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Nutrition for Concussion Management

The body was created to heal itself under the right conditions. With any injury, an inflammatory process begins to help repair and realign tissue that has been disrupted in some way. The body begins this process on its own, but is aided with the help of proper nutrition. What you place in your body can either help or hinder this healing process depending on the vitamins and minerals its made up of, or the “anti-nutrients” it contains that slow down proper nutrition absorption. 

Healing for concussions is similar. The body is already going to begin a healing process, but good nutrition during this vulnerable time is key. Because there is such an energy crisis within the brain, not to mention possible structural damage, there is a need for increased fats, protein, and other elements for the body to absorb and put to use.

So what does the brain and body respond to?

Although studies are still developing about how much of what should be eaten, there are some foundational principles for brain nutrition based on these studies:

  • Good Fats– Ketogenic diets have more recently used for many health needs. Ketogenic or “keto” for short is made up of mostly fats and little to no carbohydrates.  The thought process for concussions is that the body would rely on ketones being produced instead of glucose to supply energy to the brain, since there is already a depletion of glucose after a brain injury. The reliance on ketones is also said to decrease the amount of negative byproducts and help the mitochondria become more efficient at creating ATP, a necessary component for energy production in your cells. Omega 3’s are also necessary for brain health as they have been shown to decrease nerve swelling, increase nerve repair, and improve cognitive function.
  • Protein– Eggs high in Omega 3’s, Grass-fed Meats, and other healthy meats are great options. The body needs essential amino acids as building blocks to help with protein synthesis to help rebuild cell structures that have suffered damage, as well as aid in energy metabolism.
  • Probiotics– Yogurt and other fermented foods. Probiotics positively affect the bacteria in your gut, which has been show to have a direct correlation with the brain and its production of neurotransmitters. The Vagus nerve connects the brain and the digestive system! Molecules produced by gut microbes also send signals to the brain, so a healthy gut leads to a healthier brain.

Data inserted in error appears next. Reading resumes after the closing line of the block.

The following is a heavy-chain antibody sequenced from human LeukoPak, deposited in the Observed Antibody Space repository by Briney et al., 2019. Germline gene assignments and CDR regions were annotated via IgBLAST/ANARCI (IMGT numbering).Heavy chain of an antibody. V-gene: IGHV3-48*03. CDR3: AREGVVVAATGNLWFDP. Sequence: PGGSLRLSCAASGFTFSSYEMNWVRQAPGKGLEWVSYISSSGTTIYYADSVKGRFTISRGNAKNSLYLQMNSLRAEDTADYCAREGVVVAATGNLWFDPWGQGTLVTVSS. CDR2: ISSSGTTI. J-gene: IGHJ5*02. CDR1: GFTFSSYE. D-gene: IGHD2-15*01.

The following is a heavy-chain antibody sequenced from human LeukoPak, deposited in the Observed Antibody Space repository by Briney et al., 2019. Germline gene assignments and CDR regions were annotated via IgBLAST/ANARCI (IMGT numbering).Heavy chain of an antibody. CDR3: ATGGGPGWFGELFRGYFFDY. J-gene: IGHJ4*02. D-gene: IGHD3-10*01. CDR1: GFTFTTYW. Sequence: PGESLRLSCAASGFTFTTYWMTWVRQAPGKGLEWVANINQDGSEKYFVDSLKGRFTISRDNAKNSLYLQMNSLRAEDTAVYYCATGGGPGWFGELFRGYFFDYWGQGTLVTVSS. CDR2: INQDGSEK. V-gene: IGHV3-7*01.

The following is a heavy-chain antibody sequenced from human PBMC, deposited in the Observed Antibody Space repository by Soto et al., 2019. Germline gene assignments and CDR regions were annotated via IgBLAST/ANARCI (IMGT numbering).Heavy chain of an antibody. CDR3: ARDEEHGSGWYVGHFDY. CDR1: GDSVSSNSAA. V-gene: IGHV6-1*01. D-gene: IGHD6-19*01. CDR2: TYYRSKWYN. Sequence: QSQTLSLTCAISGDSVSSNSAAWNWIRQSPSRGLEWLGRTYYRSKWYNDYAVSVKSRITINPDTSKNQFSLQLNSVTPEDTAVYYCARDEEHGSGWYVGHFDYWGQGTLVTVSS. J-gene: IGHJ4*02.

• Whole Foods in general– Nutrient dense foods that are not processed and don’t have added chemicals and toxins are generally beneficial to good health. Vegetables, fruits, sprouted and whole grains. Mental/emotional and physical health are all likely to be affected by concussions, not just due to a change in daily life style, but biomechanically due to immune suppression and other side effects due to a lack of equilibrium in the body itself. Loading up on nutrition is your best bet to give yourself a better chance at healing.

Elements thought to slow or inhibit healing and processing of the brain:

  • Alcohol- Already a depressant, alcohol should be avoided especially for those with concussions as depression can often develop after a brain injury. Safety is a huge component as well, so drinking and having impaired judgment and balance can place you at risk for further injury.
  • Processed sugar/Artificial Sweeteners– candy, cookies, junk food. Among the many ways that sugar influences the body, it has been shown to suppress an important growth hormone that promotes the health of neurons in the brain and memory function. Sugar is also know to suppress the immune system, which affects the brain when its low functioning. Artificial sweeteners have been linked to 
  • Caffeine– Lots of caffeine can bother the central nervous system, which is vulnerable at this time and needs the best environment for healing. It’s also considered to be a stimulant, which can increase experienced symptoms unnecessarily. 

These are suggestions regarding good brain health and healing for concussion management based on recent research. Studies are still developing around the nutritional guidelines for concussion management.

By Kiara Holmes, ATC

If you have been diagnosed with a concussion don’t wait! Call LSTC today at, 703-450-4300 to schedule your appointment and get started with our concussion management program!

CLICK HERE to learn more about LSTC’s concussion management program.

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